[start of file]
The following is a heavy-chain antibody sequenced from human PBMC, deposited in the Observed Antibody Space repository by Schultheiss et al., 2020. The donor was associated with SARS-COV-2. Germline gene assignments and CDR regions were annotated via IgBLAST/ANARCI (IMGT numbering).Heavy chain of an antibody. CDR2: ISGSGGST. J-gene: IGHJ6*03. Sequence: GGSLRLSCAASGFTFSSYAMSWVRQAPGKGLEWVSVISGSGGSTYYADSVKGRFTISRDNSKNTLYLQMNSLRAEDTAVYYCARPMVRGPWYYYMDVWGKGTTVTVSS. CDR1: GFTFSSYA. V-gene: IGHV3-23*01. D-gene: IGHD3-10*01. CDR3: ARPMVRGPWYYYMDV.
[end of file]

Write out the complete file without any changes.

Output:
The following is a heavy-chain antibody sequenced from human PBMC, deposited in the Observed Antibody Space repository by Schultheiss et al., 2020. The donor was associated with SARS-COV-2. Germline gene assignments and CDR regions were annotated via IgBLAST/ANARCI (IMGT numbering).Heavy chain of an antibody. CDR2: ISGSGGST. J-gene: IGHJ6*03. Sequence: GGSLRLSCAASGFTFSSYAMSWVRQAPGKGLEWVSVISGSGGSTYYADSVKGRFTISRDNSKNTLYLQMNSLRAEDTAVYYCARPMVRGPWYYYMDVWGKGTTVTVSS. CDR1: GFTFSSYA. V-gene: IGHV3-23*01. D-gene: IGHD3-10*01. CDR3: ARPMVRGPWYYYMDV.